As a now 23-year-old, I know I’ve come such a long way in terms of how I view my self-worth and I don’t care for the validation of others, but that doesn’t mean there aren’t times I’m harsh on myself. The biggest thing that changed and helped me is that I’m more self-aware than I ever was before. Self-awareness is key here. That self-awareness is the biggest form of self-love because it reminds me to look inwards. I know that loving myself is hard, but it’s a process without a structure and a specific end goal. I tend to love myself when I feel good about myself or when I feel I’ve succeeded in something, but I struggle to love myself unconditionally. Meaning, when I have completely failed or when I’ve made a mistake and I’ve hurt someone, or when I’m ignorant or when I’m unproductive. This is where the true test to my self-love appears. I thought that if I really did love myself, then my insecurities, self-doubt, and self-esteem issues would have disappeared, but they didn’t. They re-appeared many times despite my efforts. I kept getting disappointed in how the work I was putting in and all the crap I was reading on self-love didn’t make me feel as empowered as I thought I was.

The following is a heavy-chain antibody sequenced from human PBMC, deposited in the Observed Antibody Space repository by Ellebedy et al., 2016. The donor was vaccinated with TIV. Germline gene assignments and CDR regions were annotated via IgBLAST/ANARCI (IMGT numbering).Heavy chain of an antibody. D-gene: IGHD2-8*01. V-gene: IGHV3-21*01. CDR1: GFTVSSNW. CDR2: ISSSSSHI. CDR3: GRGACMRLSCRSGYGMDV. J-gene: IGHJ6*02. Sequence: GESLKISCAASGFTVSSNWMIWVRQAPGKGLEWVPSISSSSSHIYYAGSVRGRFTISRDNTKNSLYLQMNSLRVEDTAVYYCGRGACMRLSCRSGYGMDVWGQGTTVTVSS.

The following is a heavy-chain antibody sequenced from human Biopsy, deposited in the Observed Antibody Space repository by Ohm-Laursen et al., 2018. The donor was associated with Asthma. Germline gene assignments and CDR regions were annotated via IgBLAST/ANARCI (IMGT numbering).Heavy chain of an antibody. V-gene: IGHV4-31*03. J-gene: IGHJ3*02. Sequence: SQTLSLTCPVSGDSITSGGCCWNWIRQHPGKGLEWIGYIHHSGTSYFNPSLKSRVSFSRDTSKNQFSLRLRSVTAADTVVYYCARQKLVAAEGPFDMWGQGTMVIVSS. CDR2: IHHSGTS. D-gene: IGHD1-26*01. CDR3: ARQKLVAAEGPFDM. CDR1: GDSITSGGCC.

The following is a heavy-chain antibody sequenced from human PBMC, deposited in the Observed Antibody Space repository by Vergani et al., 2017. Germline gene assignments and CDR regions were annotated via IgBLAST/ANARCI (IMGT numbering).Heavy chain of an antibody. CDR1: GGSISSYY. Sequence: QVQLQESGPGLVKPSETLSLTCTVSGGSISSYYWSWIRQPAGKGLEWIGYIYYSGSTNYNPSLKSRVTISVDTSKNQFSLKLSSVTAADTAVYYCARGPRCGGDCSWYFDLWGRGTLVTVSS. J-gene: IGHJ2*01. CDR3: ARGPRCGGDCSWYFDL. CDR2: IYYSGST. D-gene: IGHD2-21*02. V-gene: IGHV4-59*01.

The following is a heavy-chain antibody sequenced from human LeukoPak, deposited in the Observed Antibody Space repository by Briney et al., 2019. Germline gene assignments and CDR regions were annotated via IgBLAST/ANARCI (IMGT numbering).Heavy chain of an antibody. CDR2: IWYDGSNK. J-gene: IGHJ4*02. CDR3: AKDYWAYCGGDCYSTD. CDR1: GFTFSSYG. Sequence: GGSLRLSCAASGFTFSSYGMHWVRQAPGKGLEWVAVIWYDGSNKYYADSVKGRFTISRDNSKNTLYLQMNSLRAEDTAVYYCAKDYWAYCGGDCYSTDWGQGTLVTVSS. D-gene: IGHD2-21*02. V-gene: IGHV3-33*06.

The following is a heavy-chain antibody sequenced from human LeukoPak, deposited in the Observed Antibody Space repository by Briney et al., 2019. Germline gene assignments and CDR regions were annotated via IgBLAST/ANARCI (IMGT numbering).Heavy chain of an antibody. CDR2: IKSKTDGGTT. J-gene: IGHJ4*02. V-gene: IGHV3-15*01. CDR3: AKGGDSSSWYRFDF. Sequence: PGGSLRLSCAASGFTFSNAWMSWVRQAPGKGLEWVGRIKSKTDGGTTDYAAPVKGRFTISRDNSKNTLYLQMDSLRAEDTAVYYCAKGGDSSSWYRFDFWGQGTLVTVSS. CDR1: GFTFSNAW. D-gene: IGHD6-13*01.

I was wrong in feeling this way. Something I’ve come to understand now is that I won’t be able to love myself in the ideal way or the way these Instagram posts think self-love should look like. I believe the constant effort I put in listening to what my heart and body needs and the effort I put into learning new forms of loving myself is enough. I think when I choose to dress and dance for myself solely, it’s an act of self-love; a moment where I accept a negative flaw in my personality, is an act of self-love; forgiving myself and learning from a mistake is an act of self-love, or the effort in trying to be patient with myself is an act of self-love (yes just the effort in merely *trying*), learning to trust myself, even if only sometimes, is an act of self-love. The small acts of self-respect, the time spent alone consoling your broken heart, the way you talk to yourself in the shower as you decipher your thoughts, even recognizing your insecurities with some pride, are all acts of self-love. I realized it’s a kind of love that we cannot fully overcome in a few days, months, or years because it’s a fight for life. A continuous process that will continue to evolve with me. If you view it as something you are waiting to overcome, you are setting yourself up for failure. It’s not learning to love oneself that is revolutionary, instead maybe the most revolutionary part is the choice you make in being self-aware.
I don’t believe self-love is a concept we can fully understand by some Instagram social media influencer as the newest ‘cool girl’ trend. It’s a life-long conversation we can have with ourselves to create new ways of loving and caring in every phase we go through. There is also a sort of beauty knowing we may never learn to give to ourselves the way we can give to another. I don’t think that’s a bad thing. Isn’t that what makes falling in love with another a beautiful and selfless movement? Isn’t it kind of cool that we give to those we love, whether that be a lover, a mother, a child, or a friend, in ways we might never know how to give ourselves?